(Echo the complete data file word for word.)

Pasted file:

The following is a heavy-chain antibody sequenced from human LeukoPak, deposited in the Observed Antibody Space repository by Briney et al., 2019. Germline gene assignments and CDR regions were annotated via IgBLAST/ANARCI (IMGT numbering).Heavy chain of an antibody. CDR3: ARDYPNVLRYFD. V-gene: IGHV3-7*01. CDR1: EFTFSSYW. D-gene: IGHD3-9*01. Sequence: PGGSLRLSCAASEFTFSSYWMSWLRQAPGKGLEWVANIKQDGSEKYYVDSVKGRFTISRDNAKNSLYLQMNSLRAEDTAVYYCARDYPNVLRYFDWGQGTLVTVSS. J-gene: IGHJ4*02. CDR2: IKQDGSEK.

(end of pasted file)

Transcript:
The following is a heavy-chain antibody sequenced from human LeukoPak, deposited in the Observed Antibody Space repository by Briney et al., 2019. Germline gene assignments and CDR regions were annotated via IgBLAST/ANARCI (IMGT numbering).Heavy chain of an antibody. CDR3: ARDYPNVLRYFD. V-gene: IGHV3-7*01. CDR1: EFTFSSYW. D-gene: IGHD3-9*01. Sequence: PGGSLRLSCAASEFTFSSYWMSWLRQAPGKGLEWVANIKQDGSEKYYVDSVKGRFTISRDNAKNSLYLQMNSLRAEDTAVYYCARDYPNVLRYFDWGQGTLVTVSS. J-gene: IGHJ4*02. CDR2: IKQDGSEK.